The following chart shows changes in crude oil prices.

Price per barrel of WCS and WTI in US dollars compared to energy sector’s cumulative return in CAD dollars (MSCI Canada)

Sources: Government of Alberta, Alberta Energy Regulator, MSCI

The companies most affected are small and medium-sized Canadian producers. Integrated companies, such as Suncor, are faring better. 

Everything seems to indicate that the price of WTI will continue to rise in 2018. Moreover, even if the price gap continues to exceed its historical level, it should narrow. The pipeline systems’ capacity should stabilize this spring and shipping contracts with railways should be signed.

Finally, the recent budgets adopted by Ontario and Québec feature spending increases that in principle will boost Canada’s economy. With a positive NAFTA outcome, could Canadian equities become the best asset class? We shall see.


After its longest streak of consecutive months with positive returns, the U.S. market turned negative in February and March, in local currency. 

As measured by the MSCI USA Index, the U.S. stock market returned 2.3% in Canadian currency. The Canadian dollar’s weakness against the U.S. dollar boosted the return by almost 2.9%. 


As already stated, the increase in wages was higher than expected, with a gain of 2.9%, the largest since 2009. This context prompted many portfolio managers to review their positioning in the context of unexpectedly rapid rate hikes by the Federal Reserve. The markets’ sudden decline caused the VIX (volatility index) to spike, taking many investors by surprise, especially those who borrow to invest, thereby aggravating the situation.

Volatility index level (VIX)

Source : BCA Research inc.

It is undeniable that high-frequency trading played a role in the decline and the equally sharp recovery in the following days. Its influence remains to be assessed, however. 

Then, early in March, the markets were shaken by the announcement of steel and aluminum tariffs, and then at the end of the month, by the decision to target Chinese imports directly. 

As if that was not enough, the information technology sector as a whole could not escape the consequences of revelations about Facebook’s fast and loose practices with user information. As the saying goes about social media and apps in general, If something is free, you are the product. Caveat emptor!

The situation will work itself out, no doubt. Even though the Facebooks and Twitters of this world are part of our daily lives and their growth outlook seems infinite, their shares are definitely priced for exactly that: limitless growth. To be continued!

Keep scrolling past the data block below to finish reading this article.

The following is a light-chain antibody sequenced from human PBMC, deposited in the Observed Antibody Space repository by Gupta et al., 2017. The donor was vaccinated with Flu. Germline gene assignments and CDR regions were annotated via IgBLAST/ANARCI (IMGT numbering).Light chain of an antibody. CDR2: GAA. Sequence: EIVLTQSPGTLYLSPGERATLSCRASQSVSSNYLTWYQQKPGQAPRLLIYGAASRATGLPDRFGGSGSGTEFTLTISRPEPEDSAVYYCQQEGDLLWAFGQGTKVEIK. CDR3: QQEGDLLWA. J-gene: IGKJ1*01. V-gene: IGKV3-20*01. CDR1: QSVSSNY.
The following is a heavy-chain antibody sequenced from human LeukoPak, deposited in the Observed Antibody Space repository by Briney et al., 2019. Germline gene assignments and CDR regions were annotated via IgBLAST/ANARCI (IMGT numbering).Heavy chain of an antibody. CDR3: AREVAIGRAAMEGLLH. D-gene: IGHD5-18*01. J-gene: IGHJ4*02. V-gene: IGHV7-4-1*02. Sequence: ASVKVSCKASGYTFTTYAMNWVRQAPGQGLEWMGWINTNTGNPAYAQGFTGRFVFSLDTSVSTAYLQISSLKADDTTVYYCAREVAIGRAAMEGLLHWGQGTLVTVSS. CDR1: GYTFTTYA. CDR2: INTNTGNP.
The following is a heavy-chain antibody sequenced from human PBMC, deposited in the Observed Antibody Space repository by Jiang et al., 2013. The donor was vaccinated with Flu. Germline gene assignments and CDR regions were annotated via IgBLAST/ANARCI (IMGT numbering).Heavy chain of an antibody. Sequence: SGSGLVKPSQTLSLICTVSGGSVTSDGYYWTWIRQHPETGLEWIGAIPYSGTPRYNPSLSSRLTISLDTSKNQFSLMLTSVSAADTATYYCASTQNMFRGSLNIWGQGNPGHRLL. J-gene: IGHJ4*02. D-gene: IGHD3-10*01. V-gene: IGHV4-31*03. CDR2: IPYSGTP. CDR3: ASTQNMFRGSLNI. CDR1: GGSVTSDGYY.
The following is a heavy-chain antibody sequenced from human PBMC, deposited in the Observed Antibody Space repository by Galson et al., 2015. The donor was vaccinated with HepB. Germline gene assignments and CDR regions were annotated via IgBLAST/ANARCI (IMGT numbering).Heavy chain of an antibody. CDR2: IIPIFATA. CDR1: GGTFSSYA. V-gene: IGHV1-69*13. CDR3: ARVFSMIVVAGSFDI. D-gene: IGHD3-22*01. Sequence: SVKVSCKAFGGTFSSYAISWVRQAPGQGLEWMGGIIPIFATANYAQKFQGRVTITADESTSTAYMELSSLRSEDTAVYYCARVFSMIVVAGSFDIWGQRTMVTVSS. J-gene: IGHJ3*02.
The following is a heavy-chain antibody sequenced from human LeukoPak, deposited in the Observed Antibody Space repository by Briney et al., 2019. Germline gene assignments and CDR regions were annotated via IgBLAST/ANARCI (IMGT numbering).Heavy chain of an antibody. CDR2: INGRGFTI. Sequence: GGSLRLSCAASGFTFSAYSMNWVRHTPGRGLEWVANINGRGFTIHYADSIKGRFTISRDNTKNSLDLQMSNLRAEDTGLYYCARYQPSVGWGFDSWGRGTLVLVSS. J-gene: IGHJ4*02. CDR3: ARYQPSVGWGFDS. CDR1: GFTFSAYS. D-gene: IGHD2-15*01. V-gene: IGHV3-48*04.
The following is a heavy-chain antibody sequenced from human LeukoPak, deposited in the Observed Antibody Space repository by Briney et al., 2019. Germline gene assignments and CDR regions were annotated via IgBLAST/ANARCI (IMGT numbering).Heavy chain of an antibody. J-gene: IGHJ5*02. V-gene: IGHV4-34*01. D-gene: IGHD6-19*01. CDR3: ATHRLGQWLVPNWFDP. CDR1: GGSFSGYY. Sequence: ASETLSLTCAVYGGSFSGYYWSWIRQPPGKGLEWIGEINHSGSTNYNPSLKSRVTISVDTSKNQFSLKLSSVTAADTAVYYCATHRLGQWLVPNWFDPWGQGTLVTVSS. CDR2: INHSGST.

Once again, the weak loonie boosted the returns of our foreign funds.

The MSCI Europe, the MSCI Asia Pacific (all countries) and the MSCI Emerging Markets returned 1.0%, 2.9% and 4.2% in Canadian currency, respectively, during the quarter, while their returns in local currency were -4.2%, -2.1% and 0.8%.


The strength of the euro is cause for concern because the European Central Bank is still in expansionary mode and normally the currency would be depreciating. The impact on exports has still not been felt, but the risk is definitely present. The situation is the same in Japan, where the yen’s strength could become problematic. The good news in Japan is that business activity has ticked up, with the bonus of a bit of inflation.

After having roiled the markets earlier in March with the announcement of tariffs on steel and aluminum imports, President Trump was at it again with a set of tariffs targeting China. What we can deduce from his announcement is that, of the $500 billion of Chinese goods imported into the United States each year, $50 billion or more, depending on his mood, could be subject to a 25% tariff.

The Americans are asking the Chinese leaders to introduce reforms to reduce or eliminate discriminatory trade practices (access to the Chinese market, technology theft, etc.). The recent nationalistic speech by President Xi Jinping implied that he would instead take a tit-for-tat approach. And that is just what he did when he announced equivalent tariffs on U.S. goods sold in China, in particular soybeans. 

The start of a trade war is bad news for the global economy. The various actors are only getting into position for negotiations, and President Trump has already made several 180-degree turns. A tariff escalation would be negative in several respects. 

Theoretically, the Americans are in a position of strength: they import from China the equivalent of 2.7% of U.S. GDP, whereas their exports to China represent barely 1.0% of the country’s GDP. But the matter is not that simple, and ultimately the consumers in both nations will see price increases.

Some people think China could decide to liquidate its U.S. holdings, such as its Treasury bonds, to damage the United States. Such a move would drive the U.S. dollar down, making U.S. exports cheaper and imports more costly. Clearly, such an outcome would not be advantageous for China.


Rising interest rates in an expanding economy is a normal phenomenon. If the hikes are gradual, asset prices in general (bonds, stocks, etc.) will also adjust gradually.

At present, the risk stems more from the trade negotiations, and the markets could fluctuate in response to the daily headlines.

The fact remains that the positive momentum generated by expansionary fiscal measures in the United States will not be stopped easily.

In conclusion, according to game theory, the trade situation of long standing was perhaps an example of Nash equilibrium. In other words, each party, China like the United States, was in the better situation, provided that the other party doesn’t change its position. Obviously, the assumption is that both would make rational decisions!



To discuss the markets and your investment strategy, contact your Financial Planner and Mutual Fund Representative of FÉRIQUE Investment Services.